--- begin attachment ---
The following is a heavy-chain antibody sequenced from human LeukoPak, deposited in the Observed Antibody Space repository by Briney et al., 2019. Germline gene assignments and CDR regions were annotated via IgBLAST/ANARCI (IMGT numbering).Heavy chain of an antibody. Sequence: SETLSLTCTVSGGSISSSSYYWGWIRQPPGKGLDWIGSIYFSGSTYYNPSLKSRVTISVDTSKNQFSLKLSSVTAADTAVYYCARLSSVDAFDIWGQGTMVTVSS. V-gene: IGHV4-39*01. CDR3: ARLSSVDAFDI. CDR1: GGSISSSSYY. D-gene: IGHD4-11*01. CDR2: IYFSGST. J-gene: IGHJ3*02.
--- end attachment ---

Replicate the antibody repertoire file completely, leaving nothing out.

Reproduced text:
The following is a heavy-chain antibody sequenced from human LeukoPak, deposited in the Observed Antibody Space repository by Briney et al., 2019. Germline gene assignments and CDR regions were annotated via IgBLAST/ANARCI (IMGT numbering).Heavy chain of an antibody. Sequence: SETLSLTCTVSGGSISSSSYYWGWIRQPPGKGLDWIGSIYFSGSTYYNPSLKSRVTISVDTSKNQFSLKLSSVTAADTAVYYCARLSSVDAFDIWGQGTMVTVSS. V-gene: IGHV4-39*01. CDR3: ARLSSVDAFDI. CDR1: GGSISSSSYY. D-gene: IGHD4-11*01. CDR2: IYFSGST. J-gene: IGHJ3*02.